Habermas, Critical Theory and Education / Edition 1

Hardcover (Print)
Buy New
Buy New from BN.com
$135.37
Used and New from Other Sellers
Used and New from Other Sellers
from $135.15
Usually ships in 1-2 business days
(Save 12%)
Other sellers (Hardcover)
  • All (5) from $135.15   
  • New (3) from $135.15   
  • Used (2) from $176.88   

Overview

The sociologist and philosopher Jürgen Habermas has had a wide-ranging and significant impact on understandings of social change and social conflict. However, there has been no concerted and focused attempt to introduce his ideas to the field of education broadly. This book rectifies this omission and delivers a definitive contribution to the understanding of Habermas's oeuvre as it applies to the field. The authors examine the contribution Habermas's theory has and can make to: pedagogy, learning and classroom interaction; the relation between education, civil society and the state; forms of democracy, reason and critical thinking; and performativity, audit cultures and accountability.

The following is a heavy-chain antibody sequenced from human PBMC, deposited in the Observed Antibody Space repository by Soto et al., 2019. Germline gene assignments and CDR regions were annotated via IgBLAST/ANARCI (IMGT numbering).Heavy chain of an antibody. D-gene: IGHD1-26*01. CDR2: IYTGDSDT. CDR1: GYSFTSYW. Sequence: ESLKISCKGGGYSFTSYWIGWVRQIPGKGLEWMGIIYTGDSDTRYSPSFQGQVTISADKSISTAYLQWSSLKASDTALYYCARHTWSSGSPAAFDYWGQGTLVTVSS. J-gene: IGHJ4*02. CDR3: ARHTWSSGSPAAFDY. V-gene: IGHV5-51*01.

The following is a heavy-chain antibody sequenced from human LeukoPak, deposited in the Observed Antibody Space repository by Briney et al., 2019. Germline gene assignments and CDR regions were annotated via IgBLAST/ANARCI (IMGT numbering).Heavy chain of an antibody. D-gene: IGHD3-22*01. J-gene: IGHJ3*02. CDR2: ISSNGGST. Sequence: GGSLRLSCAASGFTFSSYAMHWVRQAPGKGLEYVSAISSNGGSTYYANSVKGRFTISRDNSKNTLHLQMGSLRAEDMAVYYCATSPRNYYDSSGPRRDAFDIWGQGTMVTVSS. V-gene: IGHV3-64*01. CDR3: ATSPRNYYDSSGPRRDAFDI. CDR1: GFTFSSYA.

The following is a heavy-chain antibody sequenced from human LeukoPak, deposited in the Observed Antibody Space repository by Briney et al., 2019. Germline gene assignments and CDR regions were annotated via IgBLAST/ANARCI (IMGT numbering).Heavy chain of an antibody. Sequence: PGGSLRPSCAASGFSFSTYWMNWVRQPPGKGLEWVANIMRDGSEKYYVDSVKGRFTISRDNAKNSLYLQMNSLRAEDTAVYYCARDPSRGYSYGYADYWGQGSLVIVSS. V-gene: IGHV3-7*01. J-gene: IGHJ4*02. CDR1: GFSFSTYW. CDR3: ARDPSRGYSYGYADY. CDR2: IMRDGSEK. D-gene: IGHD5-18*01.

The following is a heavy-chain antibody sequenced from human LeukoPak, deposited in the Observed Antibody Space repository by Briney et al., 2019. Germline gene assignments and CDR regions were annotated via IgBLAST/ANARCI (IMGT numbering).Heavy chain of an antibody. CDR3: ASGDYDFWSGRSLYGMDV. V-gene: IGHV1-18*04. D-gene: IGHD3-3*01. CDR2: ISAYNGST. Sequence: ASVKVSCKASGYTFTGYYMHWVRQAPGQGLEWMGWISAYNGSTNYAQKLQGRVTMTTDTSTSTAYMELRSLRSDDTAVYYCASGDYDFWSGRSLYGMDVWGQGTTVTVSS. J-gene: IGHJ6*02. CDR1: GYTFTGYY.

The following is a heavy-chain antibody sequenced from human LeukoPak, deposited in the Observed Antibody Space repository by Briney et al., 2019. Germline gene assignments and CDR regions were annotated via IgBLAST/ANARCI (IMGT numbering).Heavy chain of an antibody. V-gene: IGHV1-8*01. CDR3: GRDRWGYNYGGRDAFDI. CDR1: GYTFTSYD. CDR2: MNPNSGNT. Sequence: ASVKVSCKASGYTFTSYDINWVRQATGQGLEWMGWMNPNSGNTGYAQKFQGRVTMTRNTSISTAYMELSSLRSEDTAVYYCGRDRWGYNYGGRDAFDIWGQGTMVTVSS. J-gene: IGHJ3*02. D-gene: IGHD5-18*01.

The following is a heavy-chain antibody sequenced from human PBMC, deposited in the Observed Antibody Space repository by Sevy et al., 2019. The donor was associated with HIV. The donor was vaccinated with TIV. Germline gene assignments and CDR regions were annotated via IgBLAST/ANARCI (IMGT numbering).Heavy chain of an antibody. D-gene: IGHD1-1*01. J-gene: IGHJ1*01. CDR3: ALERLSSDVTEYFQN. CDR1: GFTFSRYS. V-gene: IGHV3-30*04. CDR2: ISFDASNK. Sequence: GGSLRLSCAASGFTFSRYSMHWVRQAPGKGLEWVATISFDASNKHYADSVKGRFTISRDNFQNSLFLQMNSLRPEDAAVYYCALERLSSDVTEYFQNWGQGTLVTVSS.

Additionally, the book answers a range of more specific questions, including: what are the implications for pedagogy of a shift from a philosophy of consciousness to a philosophy of language?; What contribution can Habermas's re-shaping of speech act theory and communicative rationality make to theories of classroom interaction?; and how can his theories of reason and colonization be used to explore questions of governance and accountability in education?

Read More Show Less

Product Details

Meet the Author

Mark Murphy is a Senior Lecturer in Education and Programme Leader for Education Studies in the Faculty of Education and Children's Services, University of Chester. Previously he worked as a Lecturer and Programme Director of a Teacher Training Programme at the University of Stirling. Prior to that, Dr. Murphy worked at University College Dublin and the National University of Ireland Maynooth. He has published widely, with numerous articles in journals such as the Journal of Education Policy, Journal of European Public Policy, European Journal of Education and the International Journal of Lifelong Education. His current research interests include educational sociology, critical theory, accountability in higher education, and public sector reform.